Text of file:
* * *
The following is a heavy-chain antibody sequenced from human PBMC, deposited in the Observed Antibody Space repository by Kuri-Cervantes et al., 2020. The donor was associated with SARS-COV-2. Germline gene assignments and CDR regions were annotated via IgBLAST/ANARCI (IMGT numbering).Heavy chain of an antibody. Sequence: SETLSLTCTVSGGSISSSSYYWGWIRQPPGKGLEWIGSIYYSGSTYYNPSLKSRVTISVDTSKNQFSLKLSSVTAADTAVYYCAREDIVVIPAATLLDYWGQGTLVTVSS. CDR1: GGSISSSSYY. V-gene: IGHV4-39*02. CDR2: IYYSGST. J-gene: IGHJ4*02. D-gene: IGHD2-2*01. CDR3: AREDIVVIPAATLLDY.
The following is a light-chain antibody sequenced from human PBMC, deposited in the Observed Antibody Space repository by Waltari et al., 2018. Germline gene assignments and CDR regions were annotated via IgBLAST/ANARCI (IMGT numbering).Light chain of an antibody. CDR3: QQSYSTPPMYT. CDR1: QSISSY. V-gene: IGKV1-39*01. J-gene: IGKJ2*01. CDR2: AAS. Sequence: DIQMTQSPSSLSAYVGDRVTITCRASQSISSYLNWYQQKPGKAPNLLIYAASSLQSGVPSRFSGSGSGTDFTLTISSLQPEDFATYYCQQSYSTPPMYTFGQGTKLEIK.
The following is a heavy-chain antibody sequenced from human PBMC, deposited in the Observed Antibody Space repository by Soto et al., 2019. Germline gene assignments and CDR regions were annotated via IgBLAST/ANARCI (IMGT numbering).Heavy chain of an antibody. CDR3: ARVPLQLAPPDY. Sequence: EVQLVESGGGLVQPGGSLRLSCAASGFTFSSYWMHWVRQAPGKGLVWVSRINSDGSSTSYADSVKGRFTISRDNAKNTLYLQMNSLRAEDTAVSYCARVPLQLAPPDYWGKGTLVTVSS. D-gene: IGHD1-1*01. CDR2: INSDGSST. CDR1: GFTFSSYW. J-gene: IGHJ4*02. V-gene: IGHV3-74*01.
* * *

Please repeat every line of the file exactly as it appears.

The following is a heavy-chain antibody sequenced from human PBMC, deposited in the Observed Antibody Space repository by Kuri-Cervantes et al., 2020. The donor was associated with SARS-COV-2. Germline gene assignments and CDR regions were annotated via IgBLAST/ANARCI (IMGT numbering).Heavy chain of an antibody. Sequence: SETLSLTCTVSGGSISSSSYYWGWIRQPPGKGLEWIGSIYYSGSTYYNPSLKSRVTISVDTSKNQFSLKLSSVTAADTAVYYCAREDIVVIPAATLLDYWGQGTLVTVSS. CDR1: GGSISSSSYY. V-gene: IGHV4-39*02. CDR2: IYYSGST. J-gene: IGHJ4*02. D-gene: IGHD2-2*01. CDR3: AREDIVVIPAATLLDY.
The following is a light-chain antibody sequenced from human PBMC, deposited in the Observed Antibody Space repository by Waltari et al., 2018. Germline gene assignments and CDR regions were annotated via IgBLAST/ANARCI (IMGT numbering).Light chain of an antibody. CDR3: QQSYSTPPMYT. CDR1: QSISSY. V-gene: IGKV1-39*01. J-gene: IGKJ2*01. CDR2: AAS. Sequence: DIQMTQSPSSLSAYVGDRVTITCRASQSISSYLNWYQQKPGKAPNLLIYAASSLQSGVPSRFSGSGSGTDFTLTISSLQPEDFATYYCQQSYSTPPMYTFGQGTKLEIK.
The following is a heavy-chain antibody sequenced from human PBMC, deposited in the Observed Antibody Space repository by Soto et al., 2019. Germline gene assignments and CDR regions were annotated via IgBLAST/ANARCI (IMGT numbering).Heavy chain of an antibody. CDR3: ARVPLQLAPPDY. Sequence: EVQLVESGGGLVQPGGSLRLSCAASGFTFSSYWMHWVRQAPGKGLVWVSRINSDGSSTSYADSVKGRFTISRDNAKNTLYLQMNSLRAEDTAVSYCARVPLQLAPPDYWGKGTLVTVSS. D-gene: IGHD1-1*01. CDR2: INSDGSST. CDR1: GFTFSSYW. J-gene: IGHJ4*02. V-gene: IGHV3-74*01.